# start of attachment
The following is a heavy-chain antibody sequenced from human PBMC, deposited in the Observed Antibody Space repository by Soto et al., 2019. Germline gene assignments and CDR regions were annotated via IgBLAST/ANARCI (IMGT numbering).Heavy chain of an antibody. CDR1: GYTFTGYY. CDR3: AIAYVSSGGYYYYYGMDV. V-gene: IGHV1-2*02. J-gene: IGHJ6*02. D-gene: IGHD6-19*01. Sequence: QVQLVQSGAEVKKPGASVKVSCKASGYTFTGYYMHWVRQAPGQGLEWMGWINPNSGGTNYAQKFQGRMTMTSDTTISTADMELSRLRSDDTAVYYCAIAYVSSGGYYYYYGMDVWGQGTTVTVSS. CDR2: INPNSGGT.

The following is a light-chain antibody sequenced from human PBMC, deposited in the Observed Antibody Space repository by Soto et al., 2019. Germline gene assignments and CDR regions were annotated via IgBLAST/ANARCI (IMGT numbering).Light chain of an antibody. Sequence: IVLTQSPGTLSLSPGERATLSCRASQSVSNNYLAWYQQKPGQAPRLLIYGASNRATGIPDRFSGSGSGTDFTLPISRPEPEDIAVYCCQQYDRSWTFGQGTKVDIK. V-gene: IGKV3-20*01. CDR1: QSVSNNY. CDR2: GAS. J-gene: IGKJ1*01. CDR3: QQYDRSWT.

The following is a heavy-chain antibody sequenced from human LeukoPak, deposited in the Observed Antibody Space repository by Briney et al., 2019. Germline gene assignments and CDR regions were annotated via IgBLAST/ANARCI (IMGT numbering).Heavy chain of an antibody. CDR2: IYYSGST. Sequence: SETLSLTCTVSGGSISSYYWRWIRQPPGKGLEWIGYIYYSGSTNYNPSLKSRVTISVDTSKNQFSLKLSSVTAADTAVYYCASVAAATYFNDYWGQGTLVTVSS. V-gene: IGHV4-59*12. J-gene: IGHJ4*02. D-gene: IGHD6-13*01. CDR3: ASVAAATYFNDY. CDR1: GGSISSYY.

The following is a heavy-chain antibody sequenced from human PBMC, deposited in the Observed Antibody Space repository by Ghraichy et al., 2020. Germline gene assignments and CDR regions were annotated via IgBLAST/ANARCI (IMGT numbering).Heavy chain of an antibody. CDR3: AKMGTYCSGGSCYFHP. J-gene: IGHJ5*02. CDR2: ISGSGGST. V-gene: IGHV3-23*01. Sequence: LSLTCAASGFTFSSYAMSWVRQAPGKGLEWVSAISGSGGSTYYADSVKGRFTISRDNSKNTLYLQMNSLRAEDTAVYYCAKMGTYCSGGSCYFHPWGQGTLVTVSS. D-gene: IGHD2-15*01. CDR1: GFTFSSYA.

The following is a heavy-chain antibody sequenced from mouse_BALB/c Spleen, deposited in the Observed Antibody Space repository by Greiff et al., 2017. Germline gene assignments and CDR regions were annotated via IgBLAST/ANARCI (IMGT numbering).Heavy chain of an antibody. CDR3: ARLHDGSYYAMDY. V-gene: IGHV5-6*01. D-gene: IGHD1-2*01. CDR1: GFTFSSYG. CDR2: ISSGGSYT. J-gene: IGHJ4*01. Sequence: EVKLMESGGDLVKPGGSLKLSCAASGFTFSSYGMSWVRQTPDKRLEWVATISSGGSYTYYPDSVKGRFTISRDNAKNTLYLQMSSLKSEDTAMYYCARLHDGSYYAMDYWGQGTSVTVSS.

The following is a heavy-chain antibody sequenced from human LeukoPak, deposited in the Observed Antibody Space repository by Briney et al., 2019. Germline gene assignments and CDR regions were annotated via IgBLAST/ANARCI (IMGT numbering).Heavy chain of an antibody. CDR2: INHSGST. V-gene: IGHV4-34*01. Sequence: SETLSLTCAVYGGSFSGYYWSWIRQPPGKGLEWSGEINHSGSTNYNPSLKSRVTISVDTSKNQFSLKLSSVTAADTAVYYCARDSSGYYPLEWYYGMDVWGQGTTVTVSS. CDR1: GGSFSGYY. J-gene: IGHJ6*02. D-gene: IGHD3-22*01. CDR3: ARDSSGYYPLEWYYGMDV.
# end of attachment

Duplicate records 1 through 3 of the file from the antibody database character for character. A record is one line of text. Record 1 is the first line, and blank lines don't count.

The following is a heavy-chain antibody sequenced from human PBMC, deposited in the Observed Antibody Space repository by Soto et al., 2019. Germline gene assignments and CDR regions were annotated via IgBLAST/ANARCI (IMGT numbering).Heavy chain of an antibody. CDR1: GYTFTGYY. CDR3: AIAYVSSGGYYYYYGMDV. V-gene: IGHV1-2*02. J-gene: IGHJ6*02. D-gene: IGHD6-19*01. Sequence: QVQLVQSGAEVKKPGASVKVSCKASGYTFTGYYMHWVRQAPGQGLEWMGWINPNSGGTNYAQKFQGRMTMTSDTTISTADMELSRLRSDDTAVYYCAIAYVSSGGYYYYYGMDVWGQGTTVTVSS. CDR2: INPNSGGT.

The following is a light-chain antibody sequenced from human PBMC, deposited in the Observed Antibody Space repository by Soto et al., 2019. Germline gene assignments and CDR regions were annotated via IgBLAST/ANARCI (IMGT numbering).Light chain of an antibody. Sequence: IVLTQSPGTLSLSPGERATLSCRASQSVSNNYLAWYQQKPGQAPRLLIYGASNRATGIPDRFSGSGSGTDFTLPISRPEPEDIAVYCCQQYDRSWTFGQGTKVDIK. V-gene: IGKV3-20*01. CDR1: QSVSNNY. CDR2: GAS. J-gene: IGKJ1*01. CDR3: QQYDRSWT.

The following is a heavy-chain antibody sequenced from human LeukoPak, deposited in the Observed Antibody Space repository by Briney et al., 2019. Germline gene assignments and CDR regions were annotated via IgBLAST/ANARCI (IMGT numbering).Heavy chain of an antibody. CDR2: IYYSGST. Sequence: SETLSLTCTVSGGSISSYYWRWIRQPPGKGLEWIGYIYYSGSTNYNPSLKSRVTISVDTSKNQFSLKLSSVTAADTAVYYCASVAAATYFNDYWGQGTLVTVSS. V-gene: IGHV4-59*12. J-gene: IGHJ4*02. D-gene: IGHD6-13*01. CDR3: ASVAAATYFNDY. CDR1: GGSISSYY.